Drift Runners is a rip-roaring overhead racing game from developer Long Animals, with a variety of goals and a focus on destruction, rather than mere speed. This is one of the most entertaining racers I've seen in Flash, thanks mainly to one thing—it gets the controls right. That may be an odd thing to say about a game with no button for brakes, or even reverse, but this is an arcadey racer that knows what it wants to be: fast, chaotic, and fun. There were no brakes in Super Sprint either.
Just choose a car (makes no difference, really) and a paint job, then pick a track (only one is available to begin with) and you're off to the races. Steer with [Left] and [Right], accelerate with [Up]. Remember, this is Drift Runners, and that means you won't carve the corners so much as shred them. Drifting wouldn't give you this kind of advantage in real life, but here it lets you slide through corners with no regard for traditional physics.
Each of the six tracks has several different achievements to earn, but don't bother going for everything in the first try. Most of them contradict each other anyway. You'll need to get first place in a race to unlock the next one, but winning races and earning points are two separate animals. You get points by clocking air time over jumps, drifting, smashing up the roadside ornaments, doing pretty much anything at all besides peacefully driving within reasonable speed parameters with your hands at 10 and 2 on the wheel.
Be sure to collect coins from the side of the road. You can spend them to upgrade your car between races.
Analysis: It's not the ideal overhead racer some of us are waiting for. The courses feel a little too similar to each other, and some of the achievements seem redundant. There's a balancing/cheating effect in place to keep the races close, which is fine and even helpful when you're lagging behind, but sometimes the enemy AI takes advantage and passes you at utterly unfair speeds. And there's no engine sound effect. I can understand if Long Animals didn't want the game to be 95% revving, like so many other racers, but I still want to hear my little car go go go.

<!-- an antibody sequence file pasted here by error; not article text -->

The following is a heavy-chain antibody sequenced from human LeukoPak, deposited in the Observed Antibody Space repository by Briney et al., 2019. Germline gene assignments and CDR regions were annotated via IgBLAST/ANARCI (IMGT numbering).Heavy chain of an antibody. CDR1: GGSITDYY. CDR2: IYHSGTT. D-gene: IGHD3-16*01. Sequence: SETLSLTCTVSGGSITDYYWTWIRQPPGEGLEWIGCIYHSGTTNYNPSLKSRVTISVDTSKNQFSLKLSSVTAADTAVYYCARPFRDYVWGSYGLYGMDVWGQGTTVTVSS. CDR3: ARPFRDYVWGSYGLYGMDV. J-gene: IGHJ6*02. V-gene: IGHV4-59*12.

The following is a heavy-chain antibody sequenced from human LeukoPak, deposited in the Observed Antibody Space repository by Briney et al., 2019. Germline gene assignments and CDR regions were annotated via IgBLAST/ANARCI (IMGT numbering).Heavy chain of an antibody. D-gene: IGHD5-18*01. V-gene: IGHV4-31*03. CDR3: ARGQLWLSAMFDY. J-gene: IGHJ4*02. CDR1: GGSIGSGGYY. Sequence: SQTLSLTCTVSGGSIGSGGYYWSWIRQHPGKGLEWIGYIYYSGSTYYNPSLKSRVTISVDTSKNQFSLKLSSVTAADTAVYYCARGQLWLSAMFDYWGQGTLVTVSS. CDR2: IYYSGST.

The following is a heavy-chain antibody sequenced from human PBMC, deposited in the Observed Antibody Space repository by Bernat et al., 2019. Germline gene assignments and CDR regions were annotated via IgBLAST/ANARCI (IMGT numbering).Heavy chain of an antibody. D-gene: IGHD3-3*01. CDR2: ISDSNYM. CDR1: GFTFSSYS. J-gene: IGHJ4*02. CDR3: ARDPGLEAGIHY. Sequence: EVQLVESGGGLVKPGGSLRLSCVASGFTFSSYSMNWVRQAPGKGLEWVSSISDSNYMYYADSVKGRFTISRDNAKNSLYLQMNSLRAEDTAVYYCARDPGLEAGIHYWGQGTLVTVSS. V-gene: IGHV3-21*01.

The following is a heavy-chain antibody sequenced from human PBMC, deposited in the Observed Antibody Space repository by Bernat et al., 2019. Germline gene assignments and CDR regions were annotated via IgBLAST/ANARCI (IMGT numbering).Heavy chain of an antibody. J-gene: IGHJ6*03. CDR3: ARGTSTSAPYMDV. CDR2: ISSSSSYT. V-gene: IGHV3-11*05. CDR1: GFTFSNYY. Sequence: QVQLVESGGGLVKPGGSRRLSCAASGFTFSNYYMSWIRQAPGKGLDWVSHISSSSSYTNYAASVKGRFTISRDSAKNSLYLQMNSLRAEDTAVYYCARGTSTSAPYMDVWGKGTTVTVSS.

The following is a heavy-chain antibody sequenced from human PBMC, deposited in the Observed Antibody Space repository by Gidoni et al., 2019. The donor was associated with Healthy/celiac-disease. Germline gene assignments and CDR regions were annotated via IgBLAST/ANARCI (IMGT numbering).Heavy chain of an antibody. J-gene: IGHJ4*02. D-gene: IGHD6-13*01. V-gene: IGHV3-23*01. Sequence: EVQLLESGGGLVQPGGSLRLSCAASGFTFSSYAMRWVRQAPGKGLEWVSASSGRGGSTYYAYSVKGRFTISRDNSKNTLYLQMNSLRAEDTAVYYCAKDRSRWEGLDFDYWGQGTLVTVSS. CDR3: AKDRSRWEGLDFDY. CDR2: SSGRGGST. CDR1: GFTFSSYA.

But again, Drift Runners gets the controls right. It looks pretty. It makes crashing and screeching sounds at all the right times, and it rewards you for breaking stuff. That spells fun in my book. Give it a spin.
When I first tried this game I wasn't all that impressed, but after giving it a chance I have gotten to the point where I just can't stop.
I'm a sucker for achievements, and the achievements offered here forced me to play long enough to really get into it. You're right, Psychotronic, the controls are beautifully done.
I have never really liked any top-down racers, mainly because I suck at almost any racing games, and especially at those overhead perspective ones, but this!
And I am drifting, and thats sweet drifting this is, even as for now I find it impossibel to make the 100 skid.
And I don't miss any breaks. Great fun.
"The courses feel a little too similar to each other"
Actually, they're not just similar to each other, there's really only 3 tracks, 4-6 are mirrored versions of 1-3.
Hi. I like your web site a lot. I just discovered it and I'm going to play some of the games.
[Edit: If you have a game you'd like to suggest for review, please use the "Submit" button located at the top right of every page on the site. Thanks! -Pam]
Psychotronic, it's [Up] to accelerate, not [Space].
[EDIT: Thanks for the correction. Some kind of brain problem, I guess. -Psychotronic]